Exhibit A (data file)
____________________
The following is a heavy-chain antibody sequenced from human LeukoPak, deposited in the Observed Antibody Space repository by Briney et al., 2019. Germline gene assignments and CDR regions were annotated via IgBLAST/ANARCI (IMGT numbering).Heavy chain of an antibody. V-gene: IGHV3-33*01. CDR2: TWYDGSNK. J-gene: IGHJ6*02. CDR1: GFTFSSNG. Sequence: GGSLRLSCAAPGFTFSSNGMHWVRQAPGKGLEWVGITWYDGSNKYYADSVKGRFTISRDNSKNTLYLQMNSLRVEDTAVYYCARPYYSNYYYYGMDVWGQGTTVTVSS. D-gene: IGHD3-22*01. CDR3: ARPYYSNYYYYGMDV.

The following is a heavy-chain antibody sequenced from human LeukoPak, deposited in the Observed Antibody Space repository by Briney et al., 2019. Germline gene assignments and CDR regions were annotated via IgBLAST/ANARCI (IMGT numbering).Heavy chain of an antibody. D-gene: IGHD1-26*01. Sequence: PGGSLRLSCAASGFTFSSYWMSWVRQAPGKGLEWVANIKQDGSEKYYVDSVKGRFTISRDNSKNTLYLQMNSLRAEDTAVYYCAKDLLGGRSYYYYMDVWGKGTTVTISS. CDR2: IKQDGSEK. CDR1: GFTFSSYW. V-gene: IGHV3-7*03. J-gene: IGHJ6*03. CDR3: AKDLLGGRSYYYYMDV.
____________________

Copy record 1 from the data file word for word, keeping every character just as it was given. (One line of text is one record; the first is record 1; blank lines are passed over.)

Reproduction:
The following is a heavy-chain antibody sequenced from human LeukoPak, deposited in the Observed Antibody Space repository by Briney et al., 2019. Germline gene assignments and CDR regions were annotated via IgBLAST/ANARCI (IMGT numbering).Heavy chain of an antibody. V-gene: IGHV3-33*01. CDR2: TWYDGSNK. J-gene: IGHJ6*02. CDR1: GFTFSSNG. Sequence: GGSLRLSCAAPGFTFSSNGMHWVRQAPGKGLEWVGITWYDGSNKYYADSVKGRFTISRDNSKNTLYLQMNSLRVEDTAVYYCARPYYSNYYYYGMDVWGQGTTVTVSS. D-gene: IGHD3-22*01. CDR3: ARPYYSNYYYYGMDV.